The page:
ML Demo – Drag&Drop


When I started my career, two things that I kind of shy away from are Excel and Tableau. It is a shame that how much extra effort that I have put into exploring options in Python and R by writing tens of lines of code to implement a pivot in Excel. However, on the bright side, you did become more proficient with the programming method and probably had a much deeper understanding of the underlying implementation of “pivot” because you know “reshape” could be much more powerful and predictable. The con is also very clear, now very few people can use your work. Only the coders now, and what is even worse, many coders do not read/use other people code and prefer do it themselves :). Given that, sometime you might think it is probably a good idea to put a user interface on your hardcore but beautiful applications because it is reusable, and now much accessible to a broader audience. In a series of blog posts, I am trying to build a machine learning demo that people can build a “hidden rule”, a “secret”, a “customized pattern” that we are trying to reveal by using machine learning. A key first step is how to help users easily build some rule. You can definitely ask the user to enter some rule like “if attribute_1 > 1000 then …”. However, you might be surprised at how hard it will be even to let average human being to enter that logic into computer (talk to your grandparents and give it a try). A good starting point is probably to have some drag and drop.

I am by no means a front-end developer, in this blog post, I am trying to explore some options and equip myself with some basic knowledge of the existing options out there. If I can build some drag and drop user friendly solution to build a if statement, I will declare a victory. So let’s get started.

0. Requirements

1. HTML5 Drag&Drop


A quick Google search says drag and drop is a built-in attribute in HTML5. Here is an example from W3schools showing how you can drag and drop an image in/out of an empty box.

There are a few key attributes related to drag and drop we need to highlight:


  1. draggable=”true”: the object need to be configured in order to move it
  2. ondragSTART=”drag(event)”: ev.dataTransfer.setData(, )


  1. ondragOVER=”allowDrop(event)”: preventDefault() will now show a green plus sign indicating that you can drop now
  2. ondrop=”drop(event)”: what do you expect to happen on the drop (mouse release). preventDefault() + ev.dataTransfer.getData() + will add certain content to the target object.

The example from W3Schools is very helpful, I also added a few more boxes with attributes configured to be different value so that you can understand how the objects will react accordingly. You can see my modified version here.

MDN Web Docs

At the same time, there is a much more comprehensive documentation about everything drag and drop from MDN Web Docs. They introduced the attributes above in further depth and at the same time, mentioned many other concepts like define the drag image, effect, etc.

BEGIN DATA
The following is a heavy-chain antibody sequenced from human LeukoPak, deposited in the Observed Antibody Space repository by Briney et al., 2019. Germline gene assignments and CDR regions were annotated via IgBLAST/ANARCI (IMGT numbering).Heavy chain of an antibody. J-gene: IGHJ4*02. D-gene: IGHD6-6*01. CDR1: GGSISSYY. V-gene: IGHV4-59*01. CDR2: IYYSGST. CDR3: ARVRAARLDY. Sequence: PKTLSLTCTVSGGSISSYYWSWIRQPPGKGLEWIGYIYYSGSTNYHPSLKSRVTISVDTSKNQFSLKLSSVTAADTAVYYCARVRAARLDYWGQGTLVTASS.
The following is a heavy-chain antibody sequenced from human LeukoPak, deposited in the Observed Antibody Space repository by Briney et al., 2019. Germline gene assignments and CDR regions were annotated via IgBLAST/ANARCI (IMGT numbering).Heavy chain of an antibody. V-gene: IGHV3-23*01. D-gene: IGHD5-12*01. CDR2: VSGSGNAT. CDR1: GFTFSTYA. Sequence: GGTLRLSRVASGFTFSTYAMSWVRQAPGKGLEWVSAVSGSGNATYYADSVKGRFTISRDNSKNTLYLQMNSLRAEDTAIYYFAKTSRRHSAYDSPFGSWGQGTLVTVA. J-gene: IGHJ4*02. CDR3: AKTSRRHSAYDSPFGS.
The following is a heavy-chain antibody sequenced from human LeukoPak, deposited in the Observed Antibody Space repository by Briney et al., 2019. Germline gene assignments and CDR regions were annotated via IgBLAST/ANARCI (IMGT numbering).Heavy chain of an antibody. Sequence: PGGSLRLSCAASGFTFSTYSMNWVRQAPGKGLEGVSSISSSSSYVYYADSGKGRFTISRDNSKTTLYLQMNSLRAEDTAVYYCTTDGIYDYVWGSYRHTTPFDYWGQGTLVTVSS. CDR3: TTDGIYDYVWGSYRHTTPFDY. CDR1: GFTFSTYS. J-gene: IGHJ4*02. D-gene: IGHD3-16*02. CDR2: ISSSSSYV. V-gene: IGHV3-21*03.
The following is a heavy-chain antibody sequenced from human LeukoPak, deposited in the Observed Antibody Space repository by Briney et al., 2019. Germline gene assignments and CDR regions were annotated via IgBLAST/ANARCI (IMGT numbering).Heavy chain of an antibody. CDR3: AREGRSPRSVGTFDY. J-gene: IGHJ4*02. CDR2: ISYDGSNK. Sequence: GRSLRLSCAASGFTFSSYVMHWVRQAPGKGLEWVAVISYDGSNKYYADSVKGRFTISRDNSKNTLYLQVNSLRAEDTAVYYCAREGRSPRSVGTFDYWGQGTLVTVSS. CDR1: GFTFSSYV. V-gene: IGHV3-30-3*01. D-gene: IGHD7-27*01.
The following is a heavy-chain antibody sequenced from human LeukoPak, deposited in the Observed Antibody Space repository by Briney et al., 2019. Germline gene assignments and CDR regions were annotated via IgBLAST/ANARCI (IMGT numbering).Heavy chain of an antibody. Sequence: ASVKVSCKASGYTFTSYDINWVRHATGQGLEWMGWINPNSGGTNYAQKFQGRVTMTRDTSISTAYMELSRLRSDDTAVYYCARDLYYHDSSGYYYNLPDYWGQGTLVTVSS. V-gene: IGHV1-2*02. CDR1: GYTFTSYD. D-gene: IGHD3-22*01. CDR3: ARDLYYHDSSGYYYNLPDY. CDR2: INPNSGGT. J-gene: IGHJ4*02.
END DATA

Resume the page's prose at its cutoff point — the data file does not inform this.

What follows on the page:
They also included a few demos here and the one that I like the most is the parking demo, a game where you can park certain car during certain time by dragging and dropping. You can find the source code here.

2. Existing Library

jQuery Query Builder looks like a very promising library that a non-technical user will be able to build pretty sophisticated logic.

You can with with Query Builder in jsfillder by clicking here.

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Feature Construction for LM – Polynomials

In Sutton’s book “Reinforcement Learning – An introduction” draft 2017 Nov Chapter 9.5.1. The Author discussed a scenario where one can construct features for a linear model using “interactions” between different dimensions of a state.

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It is a very short math equation but not quite straightforward to fully comprehend. Let’s raise a few examples to help understand this equation more intuitively and hopefully we can understand why there are (n+1)^k different features.

Let’s assume that we have three dimensions in the state space, like the physical spatial position of an object. In this case, k=3. Let’s assign different values to n starting from value 0 and see how that math equation unfolds as we grown n.

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Sympy – Solver

Want to solve a equation using Python, Sympy solver is an easy solution. (I wish twenty years ago I had access to this library so I might do a better job for my school homework)

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I am taking a course fundamentals of supply chain from MIT on EDX, there is a small math equation at the beginning of the course when you need to calculate the coefficients for a SKU distribution following power law. To be more specific, the question assumes the distribution follows the power law y = a * x^b where y denotes the percentage of the  items sold and x denotes the number of products sold. At a high level, this is a law behind a few popular products encompass majority of your sales.

Consider the example of a store where 5% of the products account for 66.6% of the items sold, and 50% of the products account for 95% of the items sold. – Course

In this case, we substitute x and y with the real store data, we have

0.666 = a * (0.05)^b